Designed to ease traffic flow on UK roads, smart motorways rely on technology to limit congestion and have been dubbed the UK’s ‘safest roads’. However, with technical issues causing frequent incidents, it’s not enough for fleet operators to rely on government technology alone. To truly safeguard drivers and vehicles and encourage proactivity around safety, modern safety solutions and frequent training need to be a key priority for operators.

Managing congestion on certain sections of the roadways in the event of an accident or high levels of traffic by using overhead signage has not always been a success and such traffic management methods have divided public opinion. According to recent reports, there were 392 reported incidents between June 2022 and February 2024, due to technical issues on smart motorways and whilst this number is estimated to be down by 18%, the removal of the hard shoulder is still a concern for many road users.

Although the risk of fatalities has marginally reduced, the progression in vehicle safety features also means that commercial vehicles are becoming safer with implementations such as blind-spot monitoring, anti-lock brakes and electronic stability control. However, modern solutions such as the advanced driver assistance systems (ADAS) or driver monitoring system (DMS), are also effective means to improving vehicle and driver safety.

Using AI technology, ADAS can monitor lane departures, forward collisions and offers blind spot detection, alerting drivers to potential risks whilst keeping them and other road users safe. This system is ideal for operators managing large fleets travelling frequently on motorways, providing them with statistics on driving habits and live updates should an incident occur. These statistics can later be used as part of a thorough training and development plan to improve motorway driving, ensuring the safety of their vehicles and others on the road.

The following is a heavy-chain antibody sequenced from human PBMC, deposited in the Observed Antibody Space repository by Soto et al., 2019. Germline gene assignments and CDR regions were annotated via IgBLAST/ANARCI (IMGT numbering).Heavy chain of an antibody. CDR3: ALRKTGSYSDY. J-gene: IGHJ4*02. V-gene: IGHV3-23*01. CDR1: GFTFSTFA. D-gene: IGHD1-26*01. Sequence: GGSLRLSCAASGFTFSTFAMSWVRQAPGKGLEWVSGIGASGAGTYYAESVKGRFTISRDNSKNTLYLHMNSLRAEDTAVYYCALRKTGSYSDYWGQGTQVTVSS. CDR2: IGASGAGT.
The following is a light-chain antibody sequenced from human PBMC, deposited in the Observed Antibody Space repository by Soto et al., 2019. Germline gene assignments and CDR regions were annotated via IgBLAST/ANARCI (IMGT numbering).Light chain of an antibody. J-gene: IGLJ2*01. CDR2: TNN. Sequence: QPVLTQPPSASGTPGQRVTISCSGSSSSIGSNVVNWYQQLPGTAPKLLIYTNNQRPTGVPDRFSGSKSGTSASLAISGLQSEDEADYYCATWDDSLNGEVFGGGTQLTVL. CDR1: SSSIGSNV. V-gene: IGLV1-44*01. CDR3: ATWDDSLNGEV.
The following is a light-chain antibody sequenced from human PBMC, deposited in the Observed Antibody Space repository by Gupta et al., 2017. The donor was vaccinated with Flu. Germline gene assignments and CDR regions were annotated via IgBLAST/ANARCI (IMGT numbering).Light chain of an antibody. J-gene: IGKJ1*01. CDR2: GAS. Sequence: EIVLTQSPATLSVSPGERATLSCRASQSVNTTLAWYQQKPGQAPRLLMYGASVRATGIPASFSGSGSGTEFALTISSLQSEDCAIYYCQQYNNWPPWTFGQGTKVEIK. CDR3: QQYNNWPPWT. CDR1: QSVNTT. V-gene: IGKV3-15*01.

DMS is another solution that monitors driver behaviour, but focuses largely on driver distraction from inside the cab rather than activity around the vehicle. The system uses AI cameras installed in the dashboard of a vehicle to monitor phone usage whilst driving, eyelid drooping from drowsiness, smoking and the driver’s gaze drifting away from the road. This information is fed back to operators and drivers are alerted to the risks, ensuring dangerous driving behaviours are immediately resolved.

Reducing the risk of a breakdown for vans and lorries is significantly easier than for other vehicles. Commercial drivers are required to conduct regular vehicle checks before each journey to keep general wear and maintenance under control, minimising the risk of a breakdown on the road. For operators, it’s crucial that these expectations are clearly outlined to drivers and should be incorporated into a wider training programme and regularly monitored to ensure compliance.

Implementing technologies that will not allow a vehicle to be used without the appropriate safety checks being carried out will reduce the likelihood of breakdown in the first place and minimise obstructions on the country’s roads, in particular, on smart motorways that are without the refuge of the hard shoulder.

Breaking down in a live lane on a smart motorway is a daunting possibility, however, through the addition of modern safety solutions and simple changes to vehicle maintenance, becoming the safest vehicle on the roads is within reach. Operators and drivers need to take a proactive approach to maintaining safety, combining government smart motorway technology with vehicle safety systems to significantly reduce the risk of accidents and ensure the safety of every road user.

Paul Lawrence, MD, AddSecure UK